When it comes to U.S. new-auto sales, you might as well treat January and February as one big miss after winter weather hit sales like, well, a polar vortex.
The final February U.S. new-auto sales tally comes to 1,191,037 unit sales, with the ‘Big 8’ automakers claiming 1.06 million of those sales, according to auto pricing information provider Edmunds.com. Sales were expected by major forecasters to comes in at just over 1.2 million vehicles.
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The seasonally adjusted annualized rate, or SAAR, for February is 15.3 million, which is on the low end of the range of estimates from forecasters.
“We’re definitely seeing that there were some declines relative to where we expected to be in February,” said Eric Lyman, vice president of editorial and consulting for automotive data provider ALG, a division of TrueCar, Inc. “With the second month in a row with the polar vortex in play, we are seeing it as having an impact. Certainly other industries and the Fed are looking into the economic impact as a result of the poor weather. So [the weather] hypothesis seems to have gained more traction and legitimacy.”
Testifying before the Senate Banking Committee on Feb. 27 about monetary policy, Federal Reserve Chair Janet Yellen pointed to “unseasonably cold weather” as the root cause for recent declines in employment, retail sales and manufacturing output.
Among the world’s Big 8 automakers, Nissan and Chrysler managed to squeak through an anemic month with double-digit, year-over-year growth. Chrysler was able to do it in part because of Jeep, whose consumers were perhaps encouraged by the weather to buy 4X4s.
“Nissan saw strong growth in February, despite the continued cold weather that has plagued much of the U.S," said Karl Brauer, senior analyst at automotive pricing and information provider Kelley Blue Book. "This is at least partially due to Nissan's strong customer base in the Southern and coastal regions.”
Nissan’s new Rogue crossover and the redesigned Altima sedan, as well as the new Infiniti Q50, all did relatively well last month.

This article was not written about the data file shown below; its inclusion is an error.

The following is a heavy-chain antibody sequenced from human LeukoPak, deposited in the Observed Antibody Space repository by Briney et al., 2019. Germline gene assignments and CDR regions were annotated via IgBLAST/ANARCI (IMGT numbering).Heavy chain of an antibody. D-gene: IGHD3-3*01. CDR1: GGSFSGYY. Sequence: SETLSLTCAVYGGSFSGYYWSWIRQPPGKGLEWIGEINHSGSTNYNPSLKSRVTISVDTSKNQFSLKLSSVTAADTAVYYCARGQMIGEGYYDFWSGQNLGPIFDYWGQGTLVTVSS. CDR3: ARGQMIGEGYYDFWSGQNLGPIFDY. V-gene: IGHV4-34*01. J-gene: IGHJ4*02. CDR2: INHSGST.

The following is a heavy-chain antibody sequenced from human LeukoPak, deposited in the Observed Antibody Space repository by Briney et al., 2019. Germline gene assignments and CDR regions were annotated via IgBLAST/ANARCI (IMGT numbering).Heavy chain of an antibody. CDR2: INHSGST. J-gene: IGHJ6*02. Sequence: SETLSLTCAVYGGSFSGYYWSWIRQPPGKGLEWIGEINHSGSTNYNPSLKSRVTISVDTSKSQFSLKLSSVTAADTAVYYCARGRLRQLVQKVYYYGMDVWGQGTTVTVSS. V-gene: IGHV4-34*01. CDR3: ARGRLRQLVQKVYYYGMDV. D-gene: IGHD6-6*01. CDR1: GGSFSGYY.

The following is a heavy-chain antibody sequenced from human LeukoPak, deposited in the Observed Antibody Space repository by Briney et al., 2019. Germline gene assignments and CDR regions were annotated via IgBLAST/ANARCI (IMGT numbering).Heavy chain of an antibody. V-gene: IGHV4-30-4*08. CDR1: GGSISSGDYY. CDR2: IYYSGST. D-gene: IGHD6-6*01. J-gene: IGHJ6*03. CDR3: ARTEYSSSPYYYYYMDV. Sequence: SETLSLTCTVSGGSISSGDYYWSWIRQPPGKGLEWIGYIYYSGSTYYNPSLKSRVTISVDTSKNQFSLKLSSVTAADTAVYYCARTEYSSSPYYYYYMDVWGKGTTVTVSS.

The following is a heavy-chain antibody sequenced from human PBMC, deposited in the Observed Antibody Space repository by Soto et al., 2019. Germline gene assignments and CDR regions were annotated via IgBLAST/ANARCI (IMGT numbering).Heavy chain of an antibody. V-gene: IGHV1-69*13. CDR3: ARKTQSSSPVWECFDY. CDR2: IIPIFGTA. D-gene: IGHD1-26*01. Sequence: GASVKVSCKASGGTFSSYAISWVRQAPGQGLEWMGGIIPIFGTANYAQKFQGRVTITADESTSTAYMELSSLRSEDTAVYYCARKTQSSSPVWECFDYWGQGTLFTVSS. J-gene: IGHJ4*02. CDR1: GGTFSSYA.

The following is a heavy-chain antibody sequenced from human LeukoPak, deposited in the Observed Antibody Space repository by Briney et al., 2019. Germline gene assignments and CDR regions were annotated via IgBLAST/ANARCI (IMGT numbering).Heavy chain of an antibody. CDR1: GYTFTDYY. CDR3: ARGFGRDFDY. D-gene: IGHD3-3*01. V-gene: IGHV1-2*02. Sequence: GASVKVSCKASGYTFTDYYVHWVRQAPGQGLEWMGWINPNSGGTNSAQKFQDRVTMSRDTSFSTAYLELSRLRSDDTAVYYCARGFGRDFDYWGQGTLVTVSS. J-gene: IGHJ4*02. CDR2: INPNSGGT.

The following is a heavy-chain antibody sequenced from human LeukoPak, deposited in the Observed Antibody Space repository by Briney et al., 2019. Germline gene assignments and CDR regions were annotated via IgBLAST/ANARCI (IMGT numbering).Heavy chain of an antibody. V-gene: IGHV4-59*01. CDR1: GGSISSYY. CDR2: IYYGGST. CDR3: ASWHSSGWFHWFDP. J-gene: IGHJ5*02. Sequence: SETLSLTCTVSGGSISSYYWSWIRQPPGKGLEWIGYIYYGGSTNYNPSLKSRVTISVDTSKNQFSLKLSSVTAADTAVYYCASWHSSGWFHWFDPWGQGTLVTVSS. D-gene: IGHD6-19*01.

Volkswagen saw the biggest decline among the Big 8 thanks to its exposure to sedans and a Tiguan crossover that is long overdue for a re-fresh in light of the heavy competition in that segment right now.
Pickup truck sales were surprisingly lackluster, too.
“We saw a slight decline in the full-size pickup truck segment last month, a trend that continued into February,” Erich Merkle, Ford’s U.S. sales analyst, said during a conference call on Thursday. “Continuing a theme we've discussed for the past several months, small utilities once again hit record industry volumes."
So what’s in store for March?
ALG’s Lyman said it will take more than a month to get the industry back in line from its current high inventories and growing incentive spending. He said that by April he’ll know if the weather is the main reason for the tepid sales performance in the first two months of the year -- or if there were any other factors at play.
Edmunds.com analyst Jeremy Acevedo is optimistic.
"February played out almost like two different months rolled into one,” he said. “The weather complications in the first half of the month kept shoppers away from showrooms early on, leading to depressed sales in the first half of the month. But Presidents' Day weekend offered a nice shot of momentum to sales that continued through the rest of February as the weather cooperated a little more. It's clear that there continues to be a steady level of shopper demand as we carry on into March.”